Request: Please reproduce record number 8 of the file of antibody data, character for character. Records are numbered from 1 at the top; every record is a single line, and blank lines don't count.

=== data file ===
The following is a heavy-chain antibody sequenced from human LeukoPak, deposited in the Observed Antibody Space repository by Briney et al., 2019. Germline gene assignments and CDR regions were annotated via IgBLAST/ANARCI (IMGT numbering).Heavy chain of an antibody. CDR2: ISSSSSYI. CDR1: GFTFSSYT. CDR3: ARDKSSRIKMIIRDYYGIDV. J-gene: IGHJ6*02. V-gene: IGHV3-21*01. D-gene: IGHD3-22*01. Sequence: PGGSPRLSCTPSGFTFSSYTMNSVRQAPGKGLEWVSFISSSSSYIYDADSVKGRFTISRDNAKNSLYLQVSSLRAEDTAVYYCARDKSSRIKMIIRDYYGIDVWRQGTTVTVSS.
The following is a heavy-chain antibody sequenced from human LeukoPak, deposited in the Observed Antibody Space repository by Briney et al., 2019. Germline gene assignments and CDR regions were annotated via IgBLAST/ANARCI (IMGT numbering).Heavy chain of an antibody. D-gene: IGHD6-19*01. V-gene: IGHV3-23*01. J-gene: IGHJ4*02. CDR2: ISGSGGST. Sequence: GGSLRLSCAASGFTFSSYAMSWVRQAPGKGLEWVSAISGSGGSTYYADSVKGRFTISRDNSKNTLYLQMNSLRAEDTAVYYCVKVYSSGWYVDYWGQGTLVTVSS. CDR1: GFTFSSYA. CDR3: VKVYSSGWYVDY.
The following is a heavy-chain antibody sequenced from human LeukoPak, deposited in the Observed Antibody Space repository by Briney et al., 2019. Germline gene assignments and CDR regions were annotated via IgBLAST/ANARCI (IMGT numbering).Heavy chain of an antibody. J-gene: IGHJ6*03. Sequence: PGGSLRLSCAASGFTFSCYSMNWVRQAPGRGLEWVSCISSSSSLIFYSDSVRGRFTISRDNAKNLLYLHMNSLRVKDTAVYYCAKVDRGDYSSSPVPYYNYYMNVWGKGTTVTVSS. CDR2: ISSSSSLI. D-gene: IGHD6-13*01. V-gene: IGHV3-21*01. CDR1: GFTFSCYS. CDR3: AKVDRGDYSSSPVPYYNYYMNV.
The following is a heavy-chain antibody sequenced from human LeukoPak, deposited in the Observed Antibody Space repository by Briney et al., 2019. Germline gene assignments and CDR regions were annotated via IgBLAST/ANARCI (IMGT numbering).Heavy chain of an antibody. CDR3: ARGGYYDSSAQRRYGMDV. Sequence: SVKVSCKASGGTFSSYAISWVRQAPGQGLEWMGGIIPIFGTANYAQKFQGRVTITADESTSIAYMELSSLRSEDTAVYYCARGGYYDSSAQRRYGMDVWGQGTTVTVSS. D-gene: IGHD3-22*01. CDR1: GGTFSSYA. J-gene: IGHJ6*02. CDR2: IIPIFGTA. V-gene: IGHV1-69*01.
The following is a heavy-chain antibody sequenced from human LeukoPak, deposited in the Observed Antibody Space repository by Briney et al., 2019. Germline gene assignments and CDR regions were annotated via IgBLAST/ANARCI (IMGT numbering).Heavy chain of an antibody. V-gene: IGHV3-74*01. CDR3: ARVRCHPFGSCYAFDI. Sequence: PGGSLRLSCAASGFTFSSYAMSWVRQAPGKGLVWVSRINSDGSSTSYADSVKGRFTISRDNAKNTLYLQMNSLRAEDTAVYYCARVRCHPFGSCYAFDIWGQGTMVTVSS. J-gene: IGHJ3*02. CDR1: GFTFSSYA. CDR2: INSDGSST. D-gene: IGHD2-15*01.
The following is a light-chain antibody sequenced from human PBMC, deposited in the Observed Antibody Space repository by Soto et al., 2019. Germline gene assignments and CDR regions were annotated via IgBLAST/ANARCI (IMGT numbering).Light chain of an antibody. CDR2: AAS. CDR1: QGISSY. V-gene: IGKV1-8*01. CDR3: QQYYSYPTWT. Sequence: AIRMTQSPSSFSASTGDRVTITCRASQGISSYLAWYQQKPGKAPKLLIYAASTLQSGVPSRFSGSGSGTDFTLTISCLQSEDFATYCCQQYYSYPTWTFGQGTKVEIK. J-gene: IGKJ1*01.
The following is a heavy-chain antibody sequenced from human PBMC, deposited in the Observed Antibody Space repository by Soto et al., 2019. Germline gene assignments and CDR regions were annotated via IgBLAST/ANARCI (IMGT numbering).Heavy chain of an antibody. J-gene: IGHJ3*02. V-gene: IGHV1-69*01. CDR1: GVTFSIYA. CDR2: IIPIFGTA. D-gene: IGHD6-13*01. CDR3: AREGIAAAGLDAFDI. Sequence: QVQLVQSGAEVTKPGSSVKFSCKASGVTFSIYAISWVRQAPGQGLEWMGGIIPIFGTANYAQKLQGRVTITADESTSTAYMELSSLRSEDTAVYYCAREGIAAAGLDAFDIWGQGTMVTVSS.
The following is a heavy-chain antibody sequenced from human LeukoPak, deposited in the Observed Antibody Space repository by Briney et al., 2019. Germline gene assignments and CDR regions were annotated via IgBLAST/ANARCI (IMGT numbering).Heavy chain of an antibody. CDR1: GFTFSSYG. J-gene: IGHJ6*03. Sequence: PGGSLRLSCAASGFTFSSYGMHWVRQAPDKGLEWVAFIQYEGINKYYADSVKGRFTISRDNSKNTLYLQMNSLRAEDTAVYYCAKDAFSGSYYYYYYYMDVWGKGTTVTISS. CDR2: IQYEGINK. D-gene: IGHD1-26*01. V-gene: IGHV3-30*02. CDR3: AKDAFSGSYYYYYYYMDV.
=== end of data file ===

The following is a heavy-chain antibody sequenced from human LeukoPak, deposited in the Observed Antibody Space repository by Briney et al., 2019. Germline gene assignments and CDR regions were annotated via IgBLAST/ANARCI (IMGT numbering).Heavy chain of an antibody. CDR1: GFTFSSYG. J-gene: IGHJ6*03. Sequence: PGGSLRLSCAASGFTFSSYGMHWVRQAPDKGLEWVAFIQYEGINKYYADSVKGRFTISRDNSKNTLYLQMNSLRAEDTAVYYCAKDAFSGSYYYYYYYMDVWGKGTTVTISS. CDR2: IQYEGINK. D-gene: IGHD1-26*01. V-gene: IGHV3-30*02. CDR3: AKDAFSGSYYYYYYYMDV.